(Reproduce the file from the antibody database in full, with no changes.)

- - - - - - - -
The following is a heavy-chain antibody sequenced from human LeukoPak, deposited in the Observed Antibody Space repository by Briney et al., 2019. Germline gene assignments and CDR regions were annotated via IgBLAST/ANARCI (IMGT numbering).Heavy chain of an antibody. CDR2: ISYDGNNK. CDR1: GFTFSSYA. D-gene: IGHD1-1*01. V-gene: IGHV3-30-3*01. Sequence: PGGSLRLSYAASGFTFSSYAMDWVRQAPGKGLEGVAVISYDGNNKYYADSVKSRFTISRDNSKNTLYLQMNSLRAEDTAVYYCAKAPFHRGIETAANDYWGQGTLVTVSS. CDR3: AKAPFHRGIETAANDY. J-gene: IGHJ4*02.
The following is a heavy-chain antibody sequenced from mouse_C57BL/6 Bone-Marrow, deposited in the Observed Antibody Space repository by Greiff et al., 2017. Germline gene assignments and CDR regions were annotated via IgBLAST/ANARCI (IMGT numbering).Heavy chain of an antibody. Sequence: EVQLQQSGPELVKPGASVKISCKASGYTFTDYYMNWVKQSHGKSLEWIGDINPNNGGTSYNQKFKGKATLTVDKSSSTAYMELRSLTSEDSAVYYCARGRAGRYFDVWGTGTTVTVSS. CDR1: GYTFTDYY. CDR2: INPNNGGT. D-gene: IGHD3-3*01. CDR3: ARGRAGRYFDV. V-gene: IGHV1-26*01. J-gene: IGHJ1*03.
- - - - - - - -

The following is a heavy-chain antibody sequenced from human LeukoPak, deposited in the Observed Antibody Space repository by Briney et al., 2019. Germline gene assignments and CDR regions were annotated via IgBLAST/ANARCI (IMGT numbering).Heavy chain of an antibody. CDR2: ISYDGNNK. CDR1: GFTFSSYA. D-gene: IGHD1-1*01. V-gene: IGHV3-30-3*01. Sequence: PGGSLRLSYAASGFTFSSYAMDWVRQAPGKGLEGVAVISYDGNNKYYADSVKSRFTISRDNSKNTLYLQMNSLRAEDTAVYYCAKAPFHRGIETAANDYWGQGTLVTVSS. CDR3: AKAPFHRGIETAANDY. J-gene: IGHJ4*02.
The following is a heavy-chain antibody sequenced from mouse_C57BL/6 Bone-Marrow, deposited in the Observed Antibody Space repository by Greiff et al., 2017. Germline gene assignments and CDR regions were annotated via IgBLAST/ANARCI (IMGT numbering).Heavy chain of an antibody. Sequence: EVQLQQSGPELVKPGASVKISCKASGYTFTDYYMNWVKQSHGKSLEWIGDINPNNGGTSYNQKFKGKATLTVDKSSSTAYMELRSLTSEDSAVYYCARGRAGRYFDVWGTGTTVTVSS. CDR1: GYTFTDYY. CDR2: INPNNGGT. D-gene: IGHD3-3*01. CDR3: ARGRAGRYFDV. V-gene: IGHV1-26*01. J-gene: IGHJ1*03.